Here’s a sampling of insightful passages on topics the students researched and reported in magazine-style final writing projects, which are posted on our class website,, along with a wide array of other eco-themed assignments.

“In April it was predicted that as the election pressures become more intense and gas prices rise, the president and administration may accelerate the review process and allow the northern leg of the pipeline to move forward more quickly. However, gas prices are currently in decline and have been for the past five weeks, as reported on Friday by the Huffington Post.

“According to the Los Angeles Times, ‘that day when hundreds of thousands of barrels arrive from Canada is at least a decade away, however, and much of the gasoline refined from Canadian oil would probably be exported, industry analysts say.’ ”
--from “New Keystone Pipeline Plan: What’s It Mean for the 2012 Elections?” by Lauren Haag

“Fort Detrick, a military base located in Fredrick, Md, was the main testing and research center for herbicides used in Agent Orange.  In recent years, area residents have raised concerns about what they see as a cancer cluster in the nearby neighborhoods surrounding Fort Detrick. Government officials deny there is a cancer cluster, although the state health department and a National Academy of Science panel are now taking a look at it.
“There is much skepticism as to whether the military will take any responsibility or admit to any wrong-doing. Randy White, the founder of the Kristen Renee Foundation, named after his daughter who died of brain cancer, has raised concerns about a possible cancer cluster based on surveys of residents of the area. White said that he had no confidence in the Department of Defense or a National Academy of Science review getting to the bottom of the issue in Fredrick.”
--from “The Lingering Legacy of Agent Orange” by Deshaun Mitchell

“You’re a devoted recycler. You’ve installed solar panels in your house. You drive a hybrid car. You have a homemade compost pile in your backyard. You live an eco-friendly life, and you wouldn’t have it any other way. But what happens when you leave your personal green kingdom for a summer vacation trip with the kids or a weekend getaway with your spouse? Do you abandon your green morals for a few days, or do you stick to your roots?

“Staying green while traveling can be a challenge, but in recent years more and more eco-friendly hotels have been popping up, and classic hotel chains like the Marriott and Hilton have been adapting practices that cut back on water use and air pollution.”
--from “Go Green: Eco-Friendly Hotels” by Diana Stanczak

“The students also found that vapor intrusion from the VOCs in the groundwater is a real threat to nearby buildings.  The area where the contaminants are found is right where a movie theater and parking lot are proposed.  This means careful investigation is needed to determine if vapor intrusion is a threat to indoor air quality.  Mitigation measures include a vapor barrier and venting systems.
“More suggestions include solar panels on buildings or in parking lots to reduce heat and produce clean energy.   Additionally, using LED parking lot lamps with special covers to reduce light pollution and in the long run, save on electricity and maintenance costs.  The use of native plants for landscaping was suggested, and not just for the bio-retention basins.  Native plant usage reduces water, fertilizer and maintenance needs, but also eliminates the threat of invasive species infiltrating the valuable wetland and riparian river habitat nearby.  They also stressed the importance of an efficient waste cycling program with the goal being zero-waste, which seemed to intrigue the members of the Environmental Commission and residents at the public hearing presentation.”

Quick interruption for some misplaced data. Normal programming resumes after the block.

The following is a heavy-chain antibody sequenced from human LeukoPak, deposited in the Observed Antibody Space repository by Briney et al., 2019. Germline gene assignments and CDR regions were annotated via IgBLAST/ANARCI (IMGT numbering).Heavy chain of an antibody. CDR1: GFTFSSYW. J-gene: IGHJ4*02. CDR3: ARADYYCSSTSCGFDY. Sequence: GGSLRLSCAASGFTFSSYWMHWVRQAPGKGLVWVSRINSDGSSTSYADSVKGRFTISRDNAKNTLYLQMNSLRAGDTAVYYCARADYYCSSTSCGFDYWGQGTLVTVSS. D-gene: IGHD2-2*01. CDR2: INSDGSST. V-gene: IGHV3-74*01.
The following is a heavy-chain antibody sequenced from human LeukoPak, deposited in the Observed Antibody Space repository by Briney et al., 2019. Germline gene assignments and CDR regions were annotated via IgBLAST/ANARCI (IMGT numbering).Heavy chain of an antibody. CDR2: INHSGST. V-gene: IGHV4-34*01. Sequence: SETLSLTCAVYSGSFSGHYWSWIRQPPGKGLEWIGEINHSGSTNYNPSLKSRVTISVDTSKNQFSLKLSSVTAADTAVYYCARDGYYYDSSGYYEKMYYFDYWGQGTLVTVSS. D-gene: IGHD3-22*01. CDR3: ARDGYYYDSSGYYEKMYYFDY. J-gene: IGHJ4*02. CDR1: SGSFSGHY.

--from “Ramapo College Students Assess Proposed Mall’s Environmental Impact” by Barbara Bodden

“There obviously are serious concerns with the mega-million project, including damage to the pristine land--tearing through the Ramapo Reservation--and also the problems that come with fracking for natural gas for the pipeline. I wonder what is the point of reserving land if you’re going to destroy it anyway. Reservations are turning into layaways for companies. The same way department stores used to let customers put products on reserve to buy them at a later date, is what going on here. People and other businesses can’t build on this land. How strange that a gas-related project gets precedent over everything else.”
--from Tennessee Gas Pipeline Project: Why Is It Allowed in Preserved Parkland?” by Thomas Babcock

“The installation of solar panels in New Jersey ranks among the highest in the country and is set to continue to grow. Over the past couple of years, solar panels have exploded onto the New Jersey landscape. They were most commonly seen in multiple-acre solar farms, on rooftops, and car ports. But now they quite likely line the streets of your local neighborhood.
“Behind a majority of New Jersey’s solar energy projects is its largest utility provider, Public Service Gas and Electric (PSE&G). It is recognized by the Solar Electric Power Association (SEPA) as the nation’s third most solar connected utility, ranking behind only Pacific Gas and Electric in California and Florida Power and Light Company.”
--from “Solar Panels Spreading Across New Jersey” by Joseph Pianese

“In a time where IPhones and fast cars are celebrated more than natural things, it is safe to say that humans have drastically affected this planet. It is hard for people to remember that we were not always the superior species to walk this vast realm, but that before us Earth belonged to the animals.

“Is it a scary statistic to learn that almost 99% of living organisms that were here when the Earth was created are no longer in existence. Every day, more and more of our beloved creatures are forced out of their homes and into extinction. Although oftentimes not a primary concern to most humans, there are plenty of reasons and statistics proving why they should be concerned.”
--from “Animals: Pertinent to Our Survival” by Alexis Lopez